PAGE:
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How a protein can inhibit cancer development in mice — ScienceDaily


Proteins are found throughout our cells and regulate a lot of biological processes that are important forour survival. But some of them also regulate processes that can make us sick. Now, an international research team, with researchers from the University of Copenhagen at the forefront, has achieved a much better understanding of one such protein.

In a new study, the researchers discovered how the protein PP2A works at the molecular level, and how it inhibits the development of tumours in mice. The new results have been published in the scientific journal, the EMBO Journal.

‘We call PP2A a household protein because it is found almost everywhere. In everything living — from simple yeast cells to complex cells in humans. PP2A removes phosphate groups on other proteins, and now we have found these proteins and how PP2A, via one of these proteins, inhibits cancer development’, says Jakob Nilsson, Professor at the Novo Nordisk Foundation Center for Protein Research.

Turned-Off Enzyme

According to the researchers, there is a great deal of interest from both the academic research community and from the pharmaceutical industry for the protein PP2A because it is well-known that PP2A is a so-called tumour suppressor that suppresses tumours. But precisely which proteins PP2A regulates in order to inhibit cancer have so far not been known. Now, the researchers have gained detailed insight into this.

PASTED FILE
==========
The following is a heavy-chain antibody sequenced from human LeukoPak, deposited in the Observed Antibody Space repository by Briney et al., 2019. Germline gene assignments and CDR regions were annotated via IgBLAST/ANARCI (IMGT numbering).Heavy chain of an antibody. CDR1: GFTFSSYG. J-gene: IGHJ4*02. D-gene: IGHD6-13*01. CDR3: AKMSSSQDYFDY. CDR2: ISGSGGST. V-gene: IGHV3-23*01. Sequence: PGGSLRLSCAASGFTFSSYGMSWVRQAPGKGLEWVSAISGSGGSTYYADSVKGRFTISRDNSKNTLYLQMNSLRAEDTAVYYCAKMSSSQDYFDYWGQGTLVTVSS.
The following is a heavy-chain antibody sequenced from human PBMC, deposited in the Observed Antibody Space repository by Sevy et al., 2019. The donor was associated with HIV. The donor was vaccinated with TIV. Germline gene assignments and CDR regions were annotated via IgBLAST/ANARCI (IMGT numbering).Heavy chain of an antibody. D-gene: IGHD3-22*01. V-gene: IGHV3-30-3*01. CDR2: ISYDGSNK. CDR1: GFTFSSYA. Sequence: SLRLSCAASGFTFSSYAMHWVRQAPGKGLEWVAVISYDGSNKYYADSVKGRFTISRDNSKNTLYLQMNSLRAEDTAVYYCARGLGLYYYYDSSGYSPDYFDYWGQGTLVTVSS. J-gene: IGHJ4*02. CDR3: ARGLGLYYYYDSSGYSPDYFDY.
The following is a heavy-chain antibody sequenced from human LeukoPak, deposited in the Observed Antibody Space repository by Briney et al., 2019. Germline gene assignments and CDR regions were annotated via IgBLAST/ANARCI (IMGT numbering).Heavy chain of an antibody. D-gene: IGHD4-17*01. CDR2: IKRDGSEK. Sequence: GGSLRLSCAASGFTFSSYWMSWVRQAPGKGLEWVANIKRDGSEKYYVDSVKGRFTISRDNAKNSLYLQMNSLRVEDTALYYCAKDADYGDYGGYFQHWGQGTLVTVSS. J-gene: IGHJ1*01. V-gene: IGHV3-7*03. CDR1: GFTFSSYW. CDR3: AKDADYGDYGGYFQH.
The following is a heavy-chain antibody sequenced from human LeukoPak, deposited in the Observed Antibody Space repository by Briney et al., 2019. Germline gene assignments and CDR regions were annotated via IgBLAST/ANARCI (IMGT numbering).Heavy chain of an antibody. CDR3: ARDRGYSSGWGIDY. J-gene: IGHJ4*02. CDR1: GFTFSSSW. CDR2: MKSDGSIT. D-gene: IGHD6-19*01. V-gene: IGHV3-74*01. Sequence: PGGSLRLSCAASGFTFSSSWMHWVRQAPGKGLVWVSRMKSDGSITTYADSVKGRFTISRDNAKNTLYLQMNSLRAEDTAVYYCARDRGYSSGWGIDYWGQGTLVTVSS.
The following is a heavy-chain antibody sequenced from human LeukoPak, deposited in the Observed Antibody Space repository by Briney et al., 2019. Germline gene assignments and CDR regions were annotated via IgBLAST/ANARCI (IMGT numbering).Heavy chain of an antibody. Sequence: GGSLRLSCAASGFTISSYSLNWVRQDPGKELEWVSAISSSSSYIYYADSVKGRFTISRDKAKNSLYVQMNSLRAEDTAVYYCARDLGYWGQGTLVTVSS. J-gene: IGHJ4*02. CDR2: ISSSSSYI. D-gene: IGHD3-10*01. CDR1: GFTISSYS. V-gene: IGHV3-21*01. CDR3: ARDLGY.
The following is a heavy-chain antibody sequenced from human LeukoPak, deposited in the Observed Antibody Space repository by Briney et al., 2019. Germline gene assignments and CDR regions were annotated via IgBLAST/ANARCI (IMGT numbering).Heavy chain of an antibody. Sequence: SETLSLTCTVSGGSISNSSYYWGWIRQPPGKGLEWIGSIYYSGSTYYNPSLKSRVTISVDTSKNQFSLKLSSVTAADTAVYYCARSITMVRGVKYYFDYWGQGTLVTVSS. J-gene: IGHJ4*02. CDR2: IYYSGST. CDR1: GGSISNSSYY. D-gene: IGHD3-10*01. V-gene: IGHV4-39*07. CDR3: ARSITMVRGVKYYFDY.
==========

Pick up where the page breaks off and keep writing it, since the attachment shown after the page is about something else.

‘The new thing about our study is that we show how PP2A selects the phosphate groups that shall be removed from other proteins. And then at the same time, we show that PP2A turns off an enzyme named ADAM17. This shutdown of ADAM17 results in inhibition of tumour growth in mice’, explains Associate Professor Marie Kveiborg from the Biotech Research and Innovation Centre.

The researchers have used advanced methods to show that PP2A can turn off the activity of ADAM17 on the outside of the cell by removing phosphate groups from the part of ADAM17 that is located inside the cell.

The Function is Inhibited

Normally, ADAM17 sits as a pair of molecular scissors in the cell’s outer membrane and cleaves other proteins from the cell surface — for example, growth factors that will then stimulate cell growth. But that function ceases when PP2A removes the phosphate groups from ADAM17.

The researchers already knew from previous studies that ADAM17 stimulates a variety of cancers, including breast and bowel cancer. But this is the first time that PP2A has been shown to actively turn off ADAM17 activity.

Going forward, the researchers hope that their new cancer discovery will also apply to human tumours. For now, the next step for the researchers is to clarify whether substances that activate PP2A can be used to regulate ADAM17 activity. In addition, the researchers also want to look at how PP2A regulates other proteins that may be important for the understanding of its tumour suppressor function.



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